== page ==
Review by Bonnie Cehovet
In her introduction, Given posits that it is possible that cats are our spiritual guides. Anyone who has even been owned by a cat will agree with that! Given has portrayed the cats in this deck as thinking and acting as cats. Again, anyone who has ever been owned by a cat will look at the imagery and situations in this deck, nod, and smile. They will have seen these same situations many times over in their own experiences with their pets.
Given notes that cats are experts at reading body language, as they rely upon visual signaling to communicate at a distance, and to avoid conflict with other cats. People can also learn to read their cat's body language. Does anyone out there not know what ears laid back flat means? It is mot definitely not an invitation to pet them!
The imagery in this deck is, as the author states, clean and uncluttered. As in, this deck is minimalist as far as esoteric symbols are concerned. What you see are the cats, in their everyday environment, doing everyday things. Given has followed the Rider-Waite-Smith tradition as interpreted by author Joan Bunning in her book “Learning the Tarot”. The Major Arcana carry the traditional titles (with the exception of the Hanged Man, which becomes the Hanged Kitty, with Strength at VIII and Justice at XI. The suit titles are Wands, Cups, Swords, and Pentacles, and the Court Card titles are King, Queen, Knight, and Page. Continuity in this deck is established through the use of color: the Major Arcana are purple, Wands are orange, Cups are red, Swords are blue, and Pentacles are green and brown.
The suit of Wands shows Red Tabbies, the suit of Cups Black and White Tabbies, the suit of Swords Siamese, and the suit of Pentacles Brown Tabbies. The suit symbols have also been replaced: Wands are represented by reptiles, the suit of Cups by fish, the suit of Swords by birds, and the suit of Pentacles by mice.
The LWB (Little White Book) presents the cards in text only, with keywords, a short paragraph on the card's energy, and how the card appears in a reading. At the end of the LWB is a unique spread called the “Nine Lives Spread”. (This spread is also presented as an extra card with this deck.) Nine cards are drawn – three for youth, three for mid-life, and three for maturity. At the end of the book are blank pages for notes.
The cards are 2 3/4” by 4 3/4”, of good quality, glossy card stock. The backs have a 1/4” white border, surrounding the image of the face of a cat with green eyes. The image is done landscape style, and does not lend itself to reversals. This is the only thing that I did not like about this deck – the card backs could have been done in a different format.
The card faces show the same 1/4” white border, with a color coded border at the bottom of the card fot the card title. The Major Arcana carry the card number in Roman numerals and the card title. Th Pips (numbered cards) show the card number in text and the suit. The Court Cards show the card title and suit.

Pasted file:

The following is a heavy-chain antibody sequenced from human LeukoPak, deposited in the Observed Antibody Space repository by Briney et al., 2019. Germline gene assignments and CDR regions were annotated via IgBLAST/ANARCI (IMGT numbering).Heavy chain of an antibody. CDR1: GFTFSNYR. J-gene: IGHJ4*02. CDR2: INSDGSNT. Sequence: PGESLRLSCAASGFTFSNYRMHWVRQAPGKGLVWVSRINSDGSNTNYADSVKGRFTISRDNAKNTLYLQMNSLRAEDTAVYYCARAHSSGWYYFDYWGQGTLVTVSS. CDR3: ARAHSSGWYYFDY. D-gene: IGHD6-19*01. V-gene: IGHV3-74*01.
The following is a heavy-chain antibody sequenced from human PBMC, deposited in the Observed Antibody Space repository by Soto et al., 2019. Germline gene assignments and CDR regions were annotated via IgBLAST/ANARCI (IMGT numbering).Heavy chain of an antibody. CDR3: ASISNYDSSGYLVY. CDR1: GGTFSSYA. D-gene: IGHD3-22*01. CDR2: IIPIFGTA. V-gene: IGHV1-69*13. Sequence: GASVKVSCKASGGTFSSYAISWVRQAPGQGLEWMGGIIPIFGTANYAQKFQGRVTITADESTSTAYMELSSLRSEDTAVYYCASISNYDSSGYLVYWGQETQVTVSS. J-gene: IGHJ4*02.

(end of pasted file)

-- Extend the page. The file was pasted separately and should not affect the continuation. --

One of my favorite cards in this deck is the Ten of Swords (I never thought that I would be saying that!) Here we see a Siamese cat walking very gingerly on a cluttered kitchen counter. Another Siamese is using the kitty litter box (yes, in the kitchen!), while a young mother guards her kittens in the cabinet under the counter.
The Fool shows a young cat, balanced on a porch railing as he goes after a bumble bee. The Page of Pentacles shows a brown tabby barn kitten slowly approaching a mouse, who is hiding in the hay. The Four of Swords shows a Siamese cat on the top tier of a cat perch, looking out the window. On a limb outside the window we see a sparrow gazing up at the cat.
The Empress is one of those “Awwwwwwweee” cards, showing a mother cat sitting on the bottom step of a staircase, with her two kittens sitting between her front paws. The Emperor is really cute – here we see a black smoke Persian seated on a chair in front of a lit fireplace. Struggling to make his way up into the chair is a young orange kitten.
The Hanged Kitty shows a gorgeous Maine Coon on his back in front of a lit fireplace. He knows that he is safe, and that he does not need to be ready to fight, or to flee. Temperance shows a pure black male cat and a pure white female cat, curled together in the yin/yang position, balanced on a balustrade above a rugged coastline.
The Two of Wands is a “laugh out loud” card, showing a young orange tabby precariously draped over a tree limb, reaching out for a small, green lizard. The Ten of Wands shows a scenario that has actually happened to me: we see an orange tabby about to go up the steps to his house with a snake in his mouth. It is hard for the little fur balls to drag a snake around, but they can do it! I have had to rescue more than one snake from my living room!
Last, but not least, the Ace of Cups. Here we see a brightly colored fish in a bowl, fascinated by the friendly cat paw that is on the outside of the bowl. In my personal experience, the paw is usually over the top of the fish tank, trying to drag the fish out!
This is a beautifully done, “believable” deck. Not just for cat lovers, and an excellent choice for clients that may be a bit nervous getting a Tarot reading.
© November 2011 Bonnie Cehovet
Bonnie Cehovet is Certified Tarot Grand Master, a professional Tarot reader with over ten years experience, a Reiki Master/Teacher and a writer. Bonnie has served in various capacities with the American Tarot Association, is co-founder of the World Tarot Network, and Vice President (as well as Director of Certification) for the American Board For Tarot Certification. She has had articles appear in the 2004 and 2005 Llewellyn Tarot Reader.